The following figure shows the Oracle HTTP Server Performance Summary page with the Metric Palette displayed:

  4. Select additional metrics to add them to the Performance Summary.
Viewing Server Metrics Using WLST

To obtain and view metrics for an instance from the command line, you must connect to, and issue the appropriate WLST command. These commands allow you to perform any of these functions:

  • Display Metric Table Names

  • Display metric tables

  • Dump metrics

Note:

For more information on using WLST, see Understanding the WebLogic Scripting Tool.

Before attempting this procedure:

Before attempting to access server metrics from the command line, ensure the following:

  • The domain exists and the instance for which you want to see the metrics exist.

  • The instance is running.

  • Node Manager is running on the instance machine.

The Administration server can be running, but this is not required.

To view metrics using WLST:

Note:

In both managed and standalone domain types, the following procedure will work whether you run the commands from the same machine or from a machine that is remote to the server.

  1. Launch WLST:

    On Linux or UNIX:

    $ORACLE_HOME/oracle_common/common/bin/wlst.sh
    

    On Windows:

    $ORACLE_HOME\oracle_common\common\bin\wlst.cmd
    
  2. From the selected domain directory (for example, ORACLE_HOME/user_projects/domains/domainName), connect to the instance:
    nmConnect('username', 'password', nm_host, nm_port, domainName)
    
  3. Enter one of the following WLST commands, depending on what task you want to accomplish:
    • displayMetricTableNames(servers=['serverName'], servertype='serverType')

    • displayMetricTables(servers=['serverName'], servertype='serverType')

    • dumpMetrics(servers=['serverName'], servertype='serverType')

    For example:

    displayMetricTableNames(servers=['ohs1'], servertype='OHS') 
    displayMetricTables(servers=['ohs1'], servertype='OHS') 
    dumpMetrics(servers=['ohs1'], servertype='OHS') 

Oracle HTTP Server Performance Directives

Oracle HTTP Server performance is managed by directives specified in the configuration files. Use Fusion Middleware Control to tune performance-related directives for Oracle HTTP Server.

The following sections describe the Oracle HTTP Server performance directives.

Understanding Performance Directives

Oracle HTTP Server uses directives declared in httpd.conf and other configuration files. This configuration file specifies the maximum number of HTTP requests that can be processed simultaneously, logging details, and certain limits and timeouts. Oracle HTTP Server supports and ships with the following Multi-Processing Modules (MPMs) which are responsible for binding to network ports on the machine, accepting requests, and dispatching children to handle the requests:

  • Worker: This is the default MPM for Oracle HTTP Server in UNIX (non-Linux) environments. This MPM implements a hybrid multi-process multi-threaded server. By using threads to serve requests, it can serve many requests with fewer system resources than a process-based server. However, it retains much of the stability of a process-based server by keeping multiple processes available, each with many threads. If you are using Worker MPM, then you must configure the mod_cgid module for your CGI applications instead of the mod_cgi module. For more information, see the following URL:

    http://httpd.apache.org/docs/2.4/mod/mod_cgid.html

  • WinNT: This is the default MPM for Oracle HTTP Server on Windows platforms. It uses a single control process which launches a single child process which in turn creates threads to handle requests.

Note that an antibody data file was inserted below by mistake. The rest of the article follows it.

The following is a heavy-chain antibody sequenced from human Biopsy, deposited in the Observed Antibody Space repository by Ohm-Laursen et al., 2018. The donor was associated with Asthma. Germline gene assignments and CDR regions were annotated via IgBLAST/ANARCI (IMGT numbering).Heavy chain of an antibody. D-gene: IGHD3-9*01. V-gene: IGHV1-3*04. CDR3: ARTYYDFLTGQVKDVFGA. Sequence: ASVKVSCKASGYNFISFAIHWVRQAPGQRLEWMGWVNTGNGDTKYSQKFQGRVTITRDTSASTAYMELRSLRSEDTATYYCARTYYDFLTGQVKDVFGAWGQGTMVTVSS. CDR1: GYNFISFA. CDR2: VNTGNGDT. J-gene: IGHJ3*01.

• Prefork: This MPM implements a non-threaded, pre-forking server that handles requests in a manner similar to Apache 1.3. It is appropriate for sites that need to avoid threading for compatibility with non-thread-safe libraries. It is also the best MPM for isolating each request, so that a problem with a single request will not affect any other. If you are going to implement a CGI module with this MPM, use only mod_fastcgi.

  • Event: This is the default MPM for Oracle HTTP Server in Linux environments. This MPM is designed to allow more requests to be served simultaneously by passing off some processing work to supporting threads, freeing up the main threads to work on new requests. It is based on the Worker MPM, which implements a hybrid multi-process multi-threaded server. Run-time configuration directives are identical to those provided by Worker.

The following sections describe how to change the MPM type value for an Oracle HTTP Server instance in a standalone and an Oracle WebLogic Server domain

Changing the MPM Type Value in a Standalone Domain

To change the MPM type value for an Oracle HTTP Server instance in a standalone domain, follow these steps:

  1. Navigate to the ohs.plugins.nodemanager.properties file at the following location: ${ORACLE_INSTANCE}/config/fmwconfig/components/OHS/${COMPONENT_NAME}.
  2. Edit the ohs.plugins.nodemanager.properties file to make the following changes.

    Look for the key mpm in an uncommented line.

    • If you find the key in an uncommented line, then replace the existing value of mpm with the value you want to set for MPM.

    • If you do not find it in an uncommented line, then add a new line to the file using the following format:

      mpm = mpm_value
      

      where mpm_value is the value you want to set as MPM.

  3. Start or re-start the Oracle HTTP Server instance.
Changing the MPM Type Value in a WebLogic Server Managed Domain

To change the MPM type value for an Oracle HTTP Server instance in an Oracle WebLogic Server domain, follow these steps.

Note:

The following steps assume that the Administration Server and Node Manager for the domain are already up and running.

  1. Launch WLST from the command line.

    Linux or UNIX: $ORACLE_HOME/oracle_common/common/bin/wlst.sh

  2. Connect to the Administration Server instance:
    connect('<userName', '<password>', '<host>:<port>')
    
  3. Navigate to the Mbean containing the MPM type value key.

    You can use the editCustom() command only when WLST is connected to the Administration Server. Use cd to navigate the hierarchy of management objects. This example assumes that Oracle HTTP Server instance with name 'ohs1'.